I found this article interesting and easy to read and in particular, enjoyed the first hand accounts by the people living there themselves. I thought the discussion about native peoples reverting to their former diets to help medical ailments such as diabetes, malnutrition and alcoholism to be genius. “It has been suggested that certain food stuffs are high in dietary fiber and have other properties that make them useful in controlling the severity of diabetes and other health problems.” pg 7. However, I’m not sure how this would be applied to this day and age, because whose going to chew on a tree twig when there is a McDonald’s arround the corner? I mean there was certainly a push for organic and health food stores in recent years past, but there has also been a big push on the other end of the spectrum. With ready in 2 minutes microwave dinners you will never have to eat a fresh vegetable again.

I also found very interesting that 1/4 of the desert lands in Mexico, 18 million hectares to be exact, are being used for growing non native plants for export that need 30% more water than the native plants because they have come from a much more humid environment. What is going on instead of using what tasty medically amazing plants that are growing in your back yard they grow plants that have no business being planted in this soil and need extra care in order to survive. That is just plain stupid! Wich is essentially the big picture here, the human race has the ability to do pretty much anything these days and a good majority of the time no one stops to think if they should.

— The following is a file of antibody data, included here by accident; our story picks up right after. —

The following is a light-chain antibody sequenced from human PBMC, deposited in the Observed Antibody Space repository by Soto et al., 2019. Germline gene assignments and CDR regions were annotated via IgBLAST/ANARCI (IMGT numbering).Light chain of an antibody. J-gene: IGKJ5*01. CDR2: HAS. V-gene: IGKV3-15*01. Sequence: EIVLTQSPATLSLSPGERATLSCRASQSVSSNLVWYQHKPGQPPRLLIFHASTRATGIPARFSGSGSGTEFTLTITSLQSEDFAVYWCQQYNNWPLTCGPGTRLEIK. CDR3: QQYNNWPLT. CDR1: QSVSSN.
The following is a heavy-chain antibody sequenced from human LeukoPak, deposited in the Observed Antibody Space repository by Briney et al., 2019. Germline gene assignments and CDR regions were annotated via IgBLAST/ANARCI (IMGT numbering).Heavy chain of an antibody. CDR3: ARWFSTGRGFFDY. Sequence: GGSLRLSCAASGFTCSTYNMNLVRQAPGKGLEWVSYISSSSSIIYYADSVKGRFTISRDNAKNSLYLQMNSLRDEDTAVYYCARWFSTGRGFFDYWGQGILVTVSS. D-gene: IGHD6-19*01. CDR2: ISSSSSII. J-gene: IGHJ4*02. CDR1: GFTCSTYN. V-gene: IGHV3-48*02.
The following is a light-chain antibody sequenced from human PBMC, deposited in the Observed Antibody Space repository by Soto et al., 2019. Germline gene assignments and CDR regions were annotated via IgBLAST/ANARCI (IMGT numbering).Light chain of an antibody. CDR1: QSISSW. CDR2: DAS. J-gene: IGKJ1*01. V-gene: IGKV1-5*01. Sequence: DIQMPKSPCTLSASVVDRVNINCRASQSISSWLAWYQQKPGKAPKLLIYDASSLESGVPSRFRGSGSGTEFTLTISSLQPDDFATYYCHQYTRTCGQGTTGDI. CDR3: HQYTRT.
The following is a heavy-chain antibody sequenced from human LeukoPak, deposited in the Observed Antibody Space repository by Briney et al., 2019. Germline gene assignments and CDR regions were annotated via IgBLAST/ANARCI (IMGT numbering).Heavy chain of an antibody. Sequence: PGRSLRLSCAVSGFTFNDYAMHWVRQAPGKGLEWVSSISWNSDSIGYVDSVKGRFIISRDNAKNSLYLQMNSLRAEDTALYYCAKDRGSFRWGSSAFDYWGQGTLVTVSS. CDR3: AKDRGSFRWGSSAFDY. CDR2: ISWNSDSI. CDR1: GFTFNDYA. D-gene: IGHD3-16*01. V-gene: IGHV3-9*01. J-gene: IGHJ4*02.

Johnny Apple who?

Pollan, M. 2001. Chapter 1. The Apple. pg. 3-58 in The Botany fo Desire: A Plants- Eye View of the World. Random House Trade Paperbacks, New York.

To be perfectly honest the extent of my knowledge about John Chapman AKA Johnny Appleseed is just that, his name, and in that case I only knew his nickname. Pollan’s literary expertise continue in this account of the life and times of the Apple sorted past. He takes us to the banks of the Ohio River in search of the story of the apple’s usher into the modern world Johnny Appleseed. A curious man, Johnny was well received by settlers and the Natives alike although he prefered nature and almost always prefered sleeping outside in a hollowed out tree. He wore no shoes and travelled the country establishing orchards in the less civilised parts of the country for he disliked the modern living many had come to covet. “Chapman lived everywhere and nowhere. he was constantly on the move, travelling in autumn to Allegheny County to gather seeds, scouting nurseries sites and planting in the spring, repairing fences at old nurseries in summer, and wherever he planted, signing up local agents to keep an eye on and sell his trees, since he was seldom in one place long enough to do that work himself.” pg 26.